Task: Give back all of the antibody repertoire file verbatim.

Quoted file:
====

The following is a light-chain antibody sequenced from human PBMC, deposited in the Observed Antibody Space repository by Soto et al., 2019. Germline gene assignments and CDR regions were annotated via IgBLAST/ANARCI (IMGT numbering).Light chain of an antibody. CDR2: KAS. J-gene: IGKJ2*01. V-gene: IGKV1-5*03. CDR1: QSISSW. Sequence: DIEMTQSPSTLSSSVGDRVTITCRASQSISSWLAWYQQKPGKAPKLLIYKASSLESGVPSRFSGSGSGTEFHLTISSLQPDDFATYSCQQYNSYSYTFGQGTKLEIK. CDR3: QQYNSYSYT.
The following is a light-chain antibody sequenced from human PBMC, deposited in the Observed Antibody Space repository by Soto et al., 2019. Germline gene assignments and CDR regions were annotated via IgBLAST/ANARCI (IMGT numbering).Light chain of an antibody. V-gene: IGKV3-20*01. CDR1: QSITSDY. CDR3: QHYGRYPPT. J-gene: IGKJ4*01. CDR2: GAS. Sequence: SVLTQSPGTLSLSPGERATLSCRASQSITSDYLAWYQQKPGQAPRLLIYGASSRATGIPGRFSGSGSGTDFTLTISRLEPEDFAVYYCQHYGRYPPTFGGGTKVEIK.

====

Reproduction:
The following is a light-chain antibody sequenced from human PBMC, deposited in the Observed Antibody Space repository by Soto et al., 2019. Germline gene assignments and CDR regions were annotated via IgBLAST/ANARCI (IMGT numbering).Light chain of an antibody. CDR2: KAS. J-gene: IGKJ2*01. V-gene: IGKV1-5*03. CDR1: QSISSW. Sequence: DIEMTQSPSTLSSSVGDRVTITCRASQSISSWLAWYQQKPGKAPKLLIYKASSLESGVPSRFSGSGSGTEFHLTISSLQPDDFATYSCQQYNSYSYTFGQGTKLEIK. CDR3: QQYNSYSYT.
The following is a light-chain antibody sequenced from human PBMC, deposited in the Observed Antibody Space repository by Soto et al., 2019. Germline gene assignments and CDR regions were annotated via IgBLAST/ANARCI (IMGT numbering).Light chain of an antibody. V-gene: IGKV3-20*01. CDR1: QSITSDY. CDR3: QHYGRYPPT. J-gene: IGKJ4*01. CDR2: GAS. Sequence: SVLTQSPGTLSLSPGERATLSCRASQSITSDYLAWYQQKPGQAPRLLIYGASSRATGIPGRFSGSGSGTDFTLTISRLEPEDFAVYYCQHYGRYPPTFGGGTKVEIK.